Indiana regulators side with Duke Energy on rate-hike paperwork case

In a victory for Duke Energy Indiana and a setback for several customer groups and consumer activists, Indiana regulators have rejected a motion that would have required the utility to refile thousands of pages of paperwork in a rate case to make it easier for outsiders to verify the company’s forecasts.

The Indiana Utility Regulatory Commission ruled Monday that Duke Energy had met its obligations to provide relevant information, and said the outside parties waited too long to file their motion.

The ruling was a disappointment for numerous large groups and customers that had urged the IURC to order Duke Energy to make its information more accessible online, so they could check the company’s forecasts and assumptions.

Duke Energy wants to raise electricity rates, saying it needs more revenue to improve the reliability of electric service, offset costs of generating cleaner energy and serve a growing customer base.

Under its request, more than 800,000 customers could see their monthly bills jump—but by different amounts. A typical residential customer using 1,000 kilowatt hours a month could see a monthly increase of 20.4%, or about $23. A commercial business would see an average increase of 18%. A heavy-industrial consumer, such as a steel mill, would see rates climb about 13%, while a light-industrial customer, such as a metal shop, would see an 18% increase.

Several outside experts hired to double-check Duke Energy’s figures had told the IURC that the utility’s information was incomplete and confusing. Some said the company’s work papers in the rate case did not contain any formulas they could analyze—just tens of thousands of rows of data pasted in from a proprietary software model they could not verify. They said Duke could not explain how the model worked or where to find supporting information.

“In my experience, I have never seen a rate filing that compares to this in terms of the unsupported, inadequate, unorganized and undocumented presentation of evidence,” Jonathan F. Wallach of Resource Insight Inc. in Boston wrote to the IURC on Oct. 11.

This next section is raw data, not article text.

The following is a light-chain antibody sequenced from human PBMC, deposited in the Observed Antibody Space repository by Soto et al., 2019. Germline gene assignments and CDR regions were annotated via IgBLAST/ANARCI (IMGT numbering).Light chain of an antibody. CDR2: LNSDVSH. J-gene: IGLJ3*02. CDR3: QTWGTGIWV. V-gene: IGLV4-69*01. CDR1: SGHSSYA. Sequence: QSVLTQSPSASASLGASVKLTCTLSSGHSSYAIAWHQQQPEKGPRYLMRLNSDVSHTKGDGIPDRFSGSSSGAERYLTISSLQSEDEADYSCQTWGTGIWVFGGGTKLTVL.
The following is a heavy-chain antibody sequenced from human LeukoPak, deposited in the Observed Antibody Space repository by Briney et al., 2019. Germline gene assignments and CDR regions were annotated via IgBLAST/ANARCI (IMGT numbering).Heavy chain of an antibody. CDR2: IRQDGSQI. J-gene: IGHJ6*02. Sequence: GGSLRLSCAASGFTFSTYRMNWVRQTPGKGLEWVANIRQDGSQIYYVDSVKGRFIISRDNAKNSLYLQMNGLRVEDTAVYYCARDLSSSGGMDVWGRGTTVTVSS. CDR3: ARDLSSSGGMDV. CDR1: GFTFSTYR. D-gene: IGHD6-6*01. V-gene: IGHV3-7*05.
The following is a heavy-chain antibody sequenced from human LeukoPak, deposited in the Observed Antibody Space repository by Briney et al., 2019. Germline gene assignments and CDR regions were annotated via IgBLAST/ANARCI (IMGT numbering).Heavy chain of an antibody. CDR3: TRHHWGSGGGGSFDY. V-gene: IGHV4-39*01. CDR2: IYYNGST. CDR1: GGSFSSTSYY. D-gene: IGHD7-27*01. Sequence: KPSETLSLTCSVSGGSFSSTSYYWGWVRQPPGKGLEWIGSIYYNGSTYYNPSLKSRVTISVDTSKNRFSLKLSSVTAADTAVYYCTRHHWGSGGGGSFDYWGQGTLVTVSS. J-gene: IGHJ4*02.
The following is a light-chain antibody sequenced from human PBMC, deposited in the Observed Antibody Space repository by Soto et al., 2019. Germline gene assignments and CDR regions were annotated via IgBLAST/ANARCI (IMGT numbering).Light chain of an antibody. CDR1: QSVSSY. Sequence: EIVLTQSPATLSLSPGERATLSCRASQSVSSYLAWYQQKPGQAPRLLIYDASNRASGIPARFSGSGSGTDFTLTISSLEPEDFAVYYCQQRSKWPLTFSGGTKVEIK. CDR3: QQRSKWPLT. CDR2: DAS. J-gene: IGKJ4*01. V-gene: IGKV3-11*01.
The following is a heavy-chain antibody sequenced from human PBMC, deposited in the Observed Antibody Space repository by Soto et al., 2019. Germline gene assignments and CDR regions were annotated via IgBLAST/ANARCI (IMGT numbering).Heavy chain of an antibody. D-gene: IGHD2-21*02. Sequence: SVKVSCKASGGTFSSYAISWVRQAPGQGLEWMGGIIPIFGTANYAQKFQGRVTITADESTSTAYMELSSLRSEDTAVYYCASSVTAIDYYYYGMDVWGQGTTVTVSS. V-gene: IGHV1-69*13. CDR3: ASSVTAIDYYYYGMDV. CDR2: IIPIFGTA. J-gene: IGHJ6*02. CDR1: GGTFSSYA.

Duke Energy said it has responded to more than 80 sets of discovery requests, comprising more than 1,000 individual data sets. It said it has provided even more information through conference calls and emails, exceeding the state’s rules in order to help outside parties.

State regulators ruled that Duke Energy made its “cost of service study model”—software that contained data and formulas—available to other parties in the case at its Plainfield office.

“However, it does not appear that any of the parties availed themselves of this opportunity,” the IURC said in its order.

In addition, the parties waited too late to file their motion, regulators said.

Those asking for more information included the Indiana Office of Utility Consumer Counselor, Citizens Action Coalition of Indiana, the Sierra Club and large customers Walmart Inc., Kroger Co. and Nucor Steel-Indiana.

“It’s simply astonishing that the very agency created to hold monopolies accountable has chosen to do anything but,” said Kerwin Olson, executive director of Citizens Action. “When faced with an extraordinary rate increase, the consumers of Duke Energy deserve better. We are beyond disappointed by today’s ruling. We are reviewing our options.”

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